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Tourist Accommodations: environmental labels for a successful ecological transition

For several months, you have been taking steps towards environmental sustainability at your tourist accommodation. You advocate for daily eco-friendly actions such as turning off lights when leaving the room, choosing showers over baths, and sorting waste. Today, you want to take it a step further, but you’re unsure about what actions to implement. Have you considered environmental labels? The European Ecolabel, Green Key, Green Globe, Ecogîte, Panda Cottage, or even Hotels au Naturel… All of these logos aim to ensure the reduced environmental impact of your accommodation and highlight your commitment. Follow the guide and explore labels for sustainable tourism: objectives, criteria, and conditions, the certification process, we’ve got you covered!

An Environmental Label: an Asset for Your Tourist Accommodation

Because it’s essential to understand before taking action, let’s start by asking ourselves. What is a green label? Why join a responsible tourism label? Here are the answers.

The ecological label: A guarantee of environmental respect

In general, an environmental label (also known as a green or ecological label) refers to a tag that identifies a product or service as environmentally friendly. In other words, the label aims to ensure a low ecological impact.

Although there are many environmental labels, not all are equal. A few indicators can help you recognize a reliable label. For example:

  • A label that complies with ISO 14024 standards (ecolabel).
  • Certification granted by an independent organization.
  • A process that considers multiple criteria aimed at reducing environmental impacts throughout the accommodation’s lifecycle (not just at a single stage).
  • Regular inspections…

3 Good Reasons to Obtain a Sustainable Tourism Label

1. Showcase your environmental efforts to your customers and staff

If you’re reading these lines, you’re probably already on the path to ecological transition. You’ve likely implemented solutions to reduce your water or energy consumption, preserve nature, and more. However, you might be hesitating to join a label because you know it requires a significant investment. Is it really worth it? Yes, because your efforts will be rewarded!

By choosing a recognized label for your tourist accommodation, you benefit from the expertise and reputation of the brand. On one hand, you realize a shared project with your employees, and on the other, you highlight your actions to minimize your impact on the environment. Your team and your customers will appreciate your commitment.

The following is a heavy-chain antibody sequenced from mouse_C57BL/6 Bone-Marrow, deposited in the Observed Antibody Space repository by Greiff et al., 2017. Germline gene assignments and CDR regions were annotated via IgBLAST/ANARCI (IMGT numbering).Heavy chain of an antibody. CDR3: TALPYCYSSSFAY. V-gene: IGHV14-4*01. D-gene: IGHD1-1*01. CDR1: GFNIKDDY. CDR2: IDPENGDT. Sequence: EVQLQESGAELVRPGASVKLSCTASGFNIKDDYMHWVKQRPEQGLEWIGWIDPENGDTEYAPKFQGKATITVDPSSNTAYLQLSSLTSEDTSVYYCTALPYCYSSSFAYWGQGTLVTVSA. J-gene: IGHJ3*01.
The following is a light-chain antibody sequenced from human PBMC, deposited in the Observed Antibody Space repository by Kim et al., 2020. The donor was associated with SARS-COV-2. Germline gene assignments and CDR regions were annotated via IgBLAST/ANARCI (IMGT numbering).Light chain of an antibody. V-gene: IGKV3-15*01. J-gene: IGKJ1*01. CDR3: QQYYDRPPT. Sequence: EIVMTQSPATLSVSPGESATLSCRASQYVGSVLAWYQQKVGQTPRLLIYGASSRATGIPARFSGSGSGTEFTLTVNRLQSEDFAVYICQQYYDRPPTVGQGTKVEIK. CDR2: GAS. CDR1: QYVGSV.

2. Raise awareness among travelers and promote responsible tourism

Joining a green label also allows you to raise awareness among your guests about environmental conservation. By committing, you act in accordance with your values and convey a message. As a true ambassador of the logo or brand, you promote sustainable tourism: energy savings, biodiversity conservation, local heritage development…

The goal? Encourage tourists to respect the environment during their vacations, and beyond. Hopefully, these travelers will bring back good habits they adopted during their stay and continue their actions once they return home. In the end, everyone benefits: it’s good for you, the vacationers, and the planet!

3. Meet the growing demand of tourists and stand out from the competition

In the face of climate urgency, environmental concerns are increasingly prominent in our consciousness. The good news is that there is a growing demand for eco-responsible tourism. In 2022, the third edition of the tourism observatory revealed that 82% of travelers claim they are willing to choose an eco-friendly accommodation or one with a green label for more responsible travel. At least in theory… In reality, only a small number of respondents take action. The barriers? Limited offerings, poorly or not promoted initiatives, fear of greenwashing (misleading information about supposed eco-friendly practices), and more.

With your environmental label, you position yourself as an eco-accommodation that goes the extra mile to reduce its environmental impact, supported by solid evidence of commitment! You then match the sustainable establishment that eco-conscious travelers are looking for in search of eco-responsible vacations. You gain the trust of your clientele, and you stand out from the competition.

Each on Its Own Path, Each with Its Responsible Tourism Label…

As you’ve understood, holding a sustainable tourism label offers numerous advantages and serves a common interest. However, with various labels available, which one should you choose? What are their goals, who are they intended for, and how can you obtain them? What steps should you follow? We provide answers to these questions in the rest of the article.

“European Ecolabel” for Tourist Accommodations, an Excellent Label

Created in 1992 by the European Commission, the European Ecolabel aims to guarantee products and services with reduced environmental impact, promoting responsible production and consumption. It is the only official ecological label shared by all European Union countries.